US troop presence in Japan a concern: Russia's Lavrov

Russia and Japan are locked in negotiations to conclude a peace treaty they never signed to end hostilities after World War II

The presence of US soldiers on Japanese soil is hindering closer ties between Tokyo and Russia and remains of concern to Moscow, Russian Foreign Minister Sergei Lavrov said Saturday.

There are some 54,000 American personnel stationed in Japan as part of a mutual security pact between the two countries, according to the US military.

Speaking on the sidelines of a G20 foreign ministers' meeting held in Nagoya, central Japan, Lavrov said these troops were "of course a problem on the road to improving the quality of Russia-Japanese relations."

He said Moscow's concerns "over its own security stemming from the presence, development and constant reinforcement of the US-Japan political and military alliance" had been transmitted to the Japanese side, who had "promised to react."

"We will await their response and continue discussions," said Lavrov.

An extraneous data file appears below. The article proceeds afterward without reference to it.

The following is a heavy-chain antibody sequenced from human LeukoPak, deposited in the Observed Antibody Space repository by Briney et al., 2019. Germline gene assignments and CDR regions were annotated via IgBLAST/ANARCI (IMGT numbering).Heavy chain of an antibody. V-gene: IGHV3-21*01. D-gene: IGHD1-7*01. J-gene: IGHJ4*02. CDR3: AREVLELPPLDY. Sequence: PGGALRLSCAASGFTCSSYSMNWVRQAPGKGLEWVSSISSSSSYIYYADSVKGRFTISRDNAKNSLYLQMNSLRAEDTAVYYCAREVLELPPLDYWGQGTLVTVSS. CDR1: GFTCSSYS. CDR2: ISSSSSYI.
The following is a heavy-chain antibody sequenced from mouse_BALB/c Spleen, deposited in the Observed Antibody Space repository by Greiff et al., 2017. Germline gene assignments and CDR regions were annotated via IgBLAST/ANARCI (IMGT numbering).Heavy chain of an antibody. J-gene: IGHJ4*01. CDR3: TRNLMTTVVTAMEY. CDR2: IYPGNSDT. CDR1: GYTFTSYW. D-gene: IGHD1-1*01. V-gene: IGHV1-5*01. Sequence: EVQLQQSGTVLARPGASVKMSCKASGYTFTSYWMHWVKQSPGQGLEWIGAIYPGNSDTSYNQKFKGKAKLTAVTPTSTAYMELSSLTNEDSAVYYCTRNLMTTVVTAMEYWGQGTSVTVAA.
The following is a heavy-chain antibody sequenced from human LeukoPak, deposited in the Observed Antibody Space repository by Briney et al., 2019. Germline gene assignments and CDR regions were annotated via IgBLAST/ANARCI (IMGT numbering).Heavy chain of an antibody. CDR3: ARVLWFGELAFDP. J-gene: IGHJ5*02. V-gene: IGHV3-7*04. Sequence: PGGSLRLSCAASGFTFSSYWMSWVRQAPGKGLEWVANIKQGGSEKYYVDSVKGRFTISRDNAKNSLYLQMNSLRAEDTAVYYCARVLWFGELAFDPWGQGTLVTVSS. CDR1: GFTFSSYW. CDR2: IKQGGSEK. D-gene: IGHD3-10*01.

The two countries are locked in negotiations to conclude a peace treaty they never signed to end hostilities after World War II.

Talks are deadlocked by a dispute over four islands, between the Sea of Okhotsk and the Pacific Ocean, seized by the Soviet army in the last days of World War II.

The string of volcanic islands are called the Kurils by Russia and the Northern Territories by Japan.

Japan considers the four islands part of their territory.

Last November, Russian President Vladimir Putin and Japan's Prime Minister Shinzo Abe agreed to accelerate talks towards formally ending their World War II hostilities.

They said they would resume talks on the basis of a 1956 declaration that restored diplomatic relations between Japan and the Soviet Union.

At that time, the USSR offered to give Japan the two smallest islands in exchange for agreeing to a treaty and Moscow keeping the bigger islands.

This deal was annulled by the Soviet Union in 1960 after Tokyo and Washington signed a cooperation accord.

"Let me remind you when the 1956 declaration was being negotiated, the USSR said that it could only be fully implemented if there was an end to US presence in Japan," said Lavrov.